Project Title: Moving to Breathe, Breathing to Move: A study on the benefits of choral singing and dance for people with neuromuscular conditions.
Sponsors: Muscular Dystrophy Canada, MITACS
Principal Investigator: Danielle Peers, PhD (Assistant Professor), email@example.com
Co-Investigators: Janice Richman-Eisenstat, MD (Clinical Associate Professor) Kelvin Jones, PhD (Associate Professor)
Hernish Acharya, MD (Associate Clinical Professor)
Research Assistants & Instructors:
Lindsay Eales (Certified Occupational Therapist, Doctoral Candidate, Integrated Dance Specialist)
Kelsie Acton (Doctoral Candidate, Integrated Dance Specialist)
Aidan Toth (Master's student in rehabilitation sciences)
Susan Farrell (Choir instructor, Artistic Director Braille Tones)
Purpose: A research project studying the benefits of singing and dancing programs on breathing, quality of life, and quality of leisure for people with neuromuscular conditions.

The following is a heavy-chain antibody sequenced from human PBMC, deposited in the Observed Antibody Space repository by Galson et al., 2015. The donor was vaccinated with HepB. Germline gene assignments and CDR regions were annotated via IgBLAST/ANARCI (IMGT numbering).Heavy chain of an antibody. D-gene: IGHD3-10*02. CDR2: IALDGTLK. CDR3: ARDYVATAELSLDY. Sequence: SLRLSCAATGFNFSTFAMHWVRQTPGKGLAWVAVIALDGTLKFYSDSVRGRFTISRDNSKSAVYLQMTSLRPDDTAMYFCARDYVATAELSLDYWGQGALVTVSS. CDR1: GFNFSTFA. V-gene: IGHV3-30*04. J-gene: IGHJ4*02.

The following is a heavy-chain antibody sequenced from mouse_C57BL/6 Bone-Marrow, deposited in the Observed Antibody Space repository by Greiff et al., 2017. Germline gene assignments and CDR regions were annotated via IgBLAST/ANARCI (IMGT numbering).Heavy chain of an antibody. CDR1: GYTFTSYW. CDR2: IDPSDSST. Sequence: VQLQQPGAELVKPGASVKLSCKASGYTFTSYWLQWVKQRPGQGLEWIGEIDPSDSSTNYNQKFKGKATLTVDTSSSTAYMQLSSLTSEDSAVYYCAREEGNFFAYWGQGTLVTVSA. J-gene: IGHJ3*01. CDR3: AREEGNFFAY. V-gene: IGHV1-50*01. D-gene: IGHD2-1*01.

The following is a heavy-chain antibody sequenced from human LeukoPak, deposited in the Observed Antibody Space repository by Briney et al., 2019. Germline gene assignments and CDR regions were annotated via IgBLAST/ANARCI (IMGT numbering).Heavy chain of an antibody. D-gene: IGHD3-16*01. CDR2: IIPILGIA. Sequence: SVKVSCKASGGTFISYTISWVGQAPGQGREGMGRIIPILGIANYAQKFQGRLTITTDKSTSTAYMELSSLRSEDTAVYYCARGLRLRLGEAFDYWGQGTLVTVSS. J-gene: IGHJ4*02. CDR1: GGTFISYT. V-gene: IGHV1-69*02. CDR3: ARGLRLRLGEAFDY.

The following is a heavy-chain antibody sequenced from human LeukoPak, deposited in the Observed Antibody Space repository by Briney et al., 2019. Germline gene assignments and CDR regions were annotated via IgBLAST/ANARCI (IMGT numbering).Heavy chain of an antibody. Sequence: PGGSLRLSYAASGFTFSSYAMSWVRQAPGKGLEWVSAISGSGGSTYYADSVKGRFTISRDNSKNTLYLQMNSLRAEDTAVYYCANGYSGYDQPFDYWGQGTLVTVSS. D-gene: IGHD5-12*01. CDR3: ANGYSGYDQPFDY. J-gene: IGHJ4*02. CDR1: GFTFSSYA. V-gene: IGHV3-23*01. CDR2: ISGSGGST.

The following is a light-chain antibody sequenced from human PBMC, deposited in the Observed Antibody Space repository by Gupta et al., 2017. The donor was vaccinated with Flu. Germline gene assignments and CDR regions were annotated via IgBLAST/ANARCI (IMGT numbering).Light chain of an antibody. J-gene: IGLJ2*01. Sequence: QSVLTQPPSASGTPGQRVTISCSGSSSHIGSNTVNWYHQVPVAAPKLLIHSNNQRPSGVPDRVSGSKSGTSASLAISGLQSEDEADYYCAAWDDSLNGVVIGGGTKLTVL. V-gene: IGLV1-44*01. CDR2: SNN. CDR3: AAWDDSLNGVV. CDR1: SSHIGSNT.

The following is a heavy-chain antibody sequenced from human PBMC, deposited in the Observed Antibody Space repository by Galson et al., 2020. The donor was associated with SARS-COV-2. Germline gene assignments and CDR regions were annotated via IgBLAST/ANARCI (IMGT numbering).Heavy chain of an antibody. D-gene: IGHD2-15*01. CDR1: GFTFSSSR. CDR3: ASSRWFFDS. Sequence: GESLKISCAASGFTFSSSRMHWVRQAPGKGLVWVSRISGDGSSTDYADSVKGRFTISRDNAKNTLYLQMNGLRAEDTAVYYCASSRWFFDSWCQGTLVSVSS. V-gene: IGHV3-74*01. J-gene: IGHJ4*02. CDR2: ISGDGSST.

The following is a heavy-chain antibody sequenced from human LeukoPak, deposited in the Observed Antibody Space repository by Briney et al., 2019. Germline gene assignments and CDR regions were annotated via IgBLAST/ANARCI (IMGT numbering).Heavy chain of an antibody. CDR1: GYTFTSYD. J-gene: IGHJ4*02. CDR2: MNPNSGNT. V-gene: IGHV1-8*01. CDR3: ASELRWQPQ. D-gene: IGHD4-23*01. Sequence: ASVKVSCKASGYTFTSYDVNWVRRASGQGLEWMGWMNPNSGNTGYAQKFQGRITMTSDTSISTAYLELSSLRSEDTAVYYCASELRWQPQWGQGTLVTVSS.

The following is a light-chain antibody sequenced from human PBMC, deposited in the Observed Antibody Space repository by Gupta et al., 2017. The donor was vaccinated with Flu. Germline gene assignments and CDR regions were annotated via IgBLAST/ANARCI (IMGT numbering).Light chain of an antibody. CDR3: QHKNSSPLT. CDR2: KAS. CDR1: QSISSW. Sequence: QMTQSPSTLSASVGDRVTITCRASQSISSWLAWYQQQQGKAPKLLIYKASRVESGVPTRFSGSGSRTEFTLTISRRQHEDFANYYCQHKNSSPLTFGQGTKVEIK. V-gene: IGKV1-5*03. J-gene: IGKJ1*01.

With support from a Muscular Dystrophy Canada seed grant and a grant from MITACS, we ran a 15-week singing and dancing program for adults with neuromuscular conditions. Both singing and dancing have been shown to improve physical health, mental health, breathing capacities, and quality of life for a range of people with and without disabilities. These are also activities that can be adapted easily around each individual’s abilities. Little was known about how these activities could be modified for, and used to support, people with neuromuscular conditions.
We hired expert instructors to teach 90-minute singing and dancing programs once-per-week for 15 weeks. Adults with a range of neuromuscular conditions were recruited to participate through the MDC Edmonton Chapter, and two medical facilities. 9 people participated in some part of the program. Some of these opted out of the research measures, and others did not attend regularly, meaning we have limited data. Breathing tests, quality of life questionnaires, and qualitative interviews were completed before and after the program. During the program we used special vests (Hexoskins) to track breathing, asked people about how tired they felt, how we could improve the program, and we also made a video together
Results & Knowledge Mobilization
Plain language findings - English (attached)
Résumé - Français (attached)
Academic Publications: In submission
Knowledge Mobilization Videos: